There was her first attempt at riding a bike, when she was 13. Coming down the steep hill, picking up speed, and not knowing how to stop, she stuck her foot out, and flew over the handlebars.

Getting her driver’s licence at 15. She went with her father to the local cop, who said to Grandad, “This your daughter, is it, Ernie? You teach her to drive, did you? (Bang, stamp!) There you go!”

Perhaps the saddest event of her life—the death of her brother Frank on the 21st of March, 1945, at the age of 29. Mum was 18. Uncle Frank was an Air Force Pilot. Returning from a reconnaissance mission, he crashed his plane on the Hogsback, a hill, or a range of hills, in the south of England.

Then there’s the story we heard from Dad several years ago, about when he and Mum had decided to get married. He told the story again some time later, and the second telling was shorter, and some of the minor details were slightly different, as always happens, and what you’re getting here is what I remember of the first telling of the story. If I get it wrong, Dad can put you right later—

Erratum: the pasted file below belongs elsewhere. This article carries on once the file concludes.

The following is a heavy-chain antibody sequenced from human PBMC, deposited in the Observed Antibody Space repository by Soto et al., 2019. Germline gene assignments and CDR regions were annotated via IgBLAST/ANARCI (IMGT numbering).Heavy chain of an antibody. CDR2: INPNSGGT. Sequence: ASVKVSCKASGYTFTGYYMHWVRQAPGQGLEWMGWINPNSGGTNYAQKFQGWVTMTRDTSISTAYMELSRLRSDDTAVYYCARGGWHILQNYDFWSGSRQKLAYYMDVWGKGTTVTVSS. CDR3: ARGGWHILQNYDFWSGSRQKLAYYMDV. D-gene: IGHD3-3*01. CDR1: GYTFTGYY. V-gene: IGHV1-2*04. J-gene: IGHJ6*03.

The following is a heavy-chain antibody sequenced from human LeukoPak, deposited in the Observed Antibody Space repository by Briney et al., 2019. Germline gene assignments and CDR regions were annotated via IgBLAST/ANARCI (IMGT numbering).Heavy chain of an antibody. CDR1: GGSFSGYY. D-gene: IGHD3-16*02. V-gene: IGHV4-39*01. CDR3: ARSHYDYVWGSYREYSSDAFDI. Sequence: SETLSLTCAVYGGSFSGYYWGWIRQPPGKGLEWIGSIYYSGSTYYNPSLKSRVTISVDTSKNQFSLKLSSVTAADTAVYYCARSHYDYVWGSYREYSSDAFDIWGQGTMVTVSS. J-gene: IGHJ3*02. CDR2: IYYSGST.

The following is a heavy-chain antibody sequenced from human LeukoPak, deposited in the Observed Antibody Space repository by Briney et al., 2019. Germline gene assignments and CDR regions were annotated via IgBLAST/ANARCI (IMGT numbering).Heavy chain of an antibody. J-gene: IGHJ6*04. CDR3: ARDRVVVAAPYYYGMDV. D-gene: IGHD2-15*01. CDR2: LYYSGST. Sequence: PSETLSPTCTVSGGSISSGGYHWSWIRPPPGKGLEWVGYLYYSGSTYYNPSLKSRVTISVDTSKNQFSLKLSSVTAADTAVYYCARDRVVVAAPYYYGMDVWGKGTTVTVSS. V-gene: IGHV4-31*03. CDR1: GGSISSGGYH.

He and Mum were both 19—Dad was three days older than Mum—and they would only be 20 when they married, and in those days they needed parental permission to marry under the age of 21. So they had arranged that Dad would go out to the Adlam farm on the day when the shearing was to be done. Mum had to go out and get the sheep in, and while she was getting them, Dad would talk to Grandad and ask his permission to marry Mum.

The day arrived, Dad went out to the farm, and Mum went off to get the sheep. In my mind’s eye, I see her on a horse, but I’ve no idea if she was. I certainly never actually saw her on one. Anyway, she’s off to get the sheep, while Dad goes to the shearing shed to talk to Grandad.

Now Grandad by this time was 73, and the farm had got away on him a bit. The internal fences were in bad repair, and the whole farm was pretty much one big 200-acre paddock. So it wasn’t an easy job to get a mob of sheep together and bring them in. But Mum was getting it done with the help of Tim, the huntaway dog, who, according to Dad, was as mad as a meat-axe.

Meanwhile, back in the shearing shed, Dad’s talking to Grandad, and puts the question to him. And Grandad didn’t answer straight away. Just stood there chuckling to himself, and he said, “So, you want to marry my daughter, do you, boy?”

And then the sheep appeared, all moving together in a mob, with Mum and the dog Tim at the back of them. And Mum’s feeling as pleased as punch with herself, because the sheep could have pretty much the run of the whole farm if they choose, and she’s got them together.

And Grandad’s watching her bringing them in, and he says to Dad, “Hey boy, you want to see something funny?”

Dad didn’t know what he had in mind, but he said, “Oh, yeah?”